shockingly, our cats have opinions Draco was immediately in my lap. Trying to be on the podcast I had to throw him. And now fezzik is up here being surly.
He was sitting right here and purring and then Greg will come up behind him startled him from behind the blanket.
This is so the invention of leaded gasoline was really bad. And I'm going to tell you why it was so bad because when this lead additive was burned, it put lead particles into the air. So everywhere there was exhaust, gasoline exhaust, there was lead being put in the air. We know LEDs been toxic since about 1850. And but they thought it would be fine because nobody was drinking gasoline prove it. I mean, outside of the Florida actually a DuPont chemical executive said that described tetra f OLED as a colorless liquid of Swedish odor, and very poisonous if absorbed through the skin, resulting in lead poisoning almost immediately.
Okay, I know you meant Swedish odor, but I heard Swedish odor. The
Swedish odor is pretty Swedish.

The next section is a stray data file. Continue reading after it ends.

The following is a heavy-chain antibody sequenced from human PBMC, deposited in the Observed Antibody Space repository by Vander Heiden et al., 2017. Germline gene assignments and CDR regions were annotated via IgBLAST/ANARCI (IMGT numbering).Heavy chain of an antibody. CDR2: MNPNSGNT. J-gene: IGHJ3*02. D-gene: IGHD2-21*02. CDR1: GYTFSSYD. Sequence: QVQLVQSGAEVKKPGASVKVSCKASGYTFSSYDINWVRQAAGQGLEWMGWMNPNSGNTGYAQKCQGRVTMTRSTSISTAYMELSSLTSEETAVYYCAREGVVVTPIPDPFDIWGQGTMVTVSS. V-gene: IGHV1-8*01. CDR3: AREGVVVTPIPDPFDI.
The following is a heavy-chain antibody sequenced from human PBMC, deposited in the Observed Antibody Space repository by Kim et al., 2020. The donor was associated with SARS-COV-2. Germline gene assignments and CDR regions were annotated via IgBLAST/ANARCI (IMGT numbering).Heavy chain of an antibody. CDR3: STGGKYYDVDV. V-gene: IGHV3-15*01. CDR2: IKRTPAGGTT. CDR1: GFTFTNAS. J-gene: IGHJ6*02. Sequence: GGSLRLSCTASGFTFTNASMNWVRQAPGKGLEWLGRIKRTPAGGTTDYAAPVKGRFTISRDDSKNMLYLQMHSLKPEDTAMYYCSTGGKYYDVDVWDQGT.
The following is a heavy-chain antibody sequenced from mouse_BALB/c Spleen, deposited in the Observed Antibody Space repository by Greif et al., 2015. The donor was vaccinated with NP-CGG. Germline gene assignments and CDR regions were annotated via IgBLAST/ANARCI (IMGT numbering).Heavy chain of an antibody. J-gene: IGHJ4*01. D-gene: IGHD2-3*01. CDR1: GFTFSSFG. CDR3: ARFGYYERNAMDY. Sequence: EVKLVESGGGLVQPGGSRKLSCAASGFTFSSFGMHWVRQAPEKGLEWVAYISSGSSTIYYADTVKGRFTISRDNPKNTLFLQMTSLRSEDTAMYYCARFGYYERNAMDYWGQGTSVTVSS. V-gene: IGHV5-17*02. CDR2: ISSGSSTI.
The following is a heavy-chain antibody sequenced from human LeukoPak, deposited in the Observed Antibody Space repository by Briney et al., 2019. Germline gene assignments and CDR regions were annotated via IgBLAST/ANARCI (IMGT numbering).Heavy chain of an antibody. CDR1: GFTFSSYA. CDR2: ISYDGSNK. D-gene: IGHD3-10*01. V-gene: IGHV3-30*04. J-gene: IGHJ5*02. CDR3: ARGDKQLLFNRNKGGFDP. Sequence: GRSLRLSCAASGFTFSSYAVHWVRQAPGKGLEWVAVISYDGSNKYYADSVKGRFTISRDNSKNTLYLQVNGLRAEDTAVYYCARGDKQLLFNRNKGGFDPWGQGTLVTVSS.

It smells like you is what you're saying.
Yeah, I'm very sweet. You smell like gasoline? I do smell like, okay. You're so mean. I think the lesson we're learning today is that Matt he's just really mean to me and
we're just teaching the kids out there what marriage is really like
marriage is just your wife being mean to you until eventually you embrace the sweet sweet taste of death. The Swedish Swedish taste of death, it tastes like tetra athlet. And in fact, speaking of the Swedish taste in five refinery workers died of lead poisoning in 1923 from working with this new additive, so they launched a like inquiry into the safety of it. It was done entirely by GM and let me quote directly from their findings Actually, this is the quote this is just me
sorry let me guess they just wrote the radium girls things down change them yeah,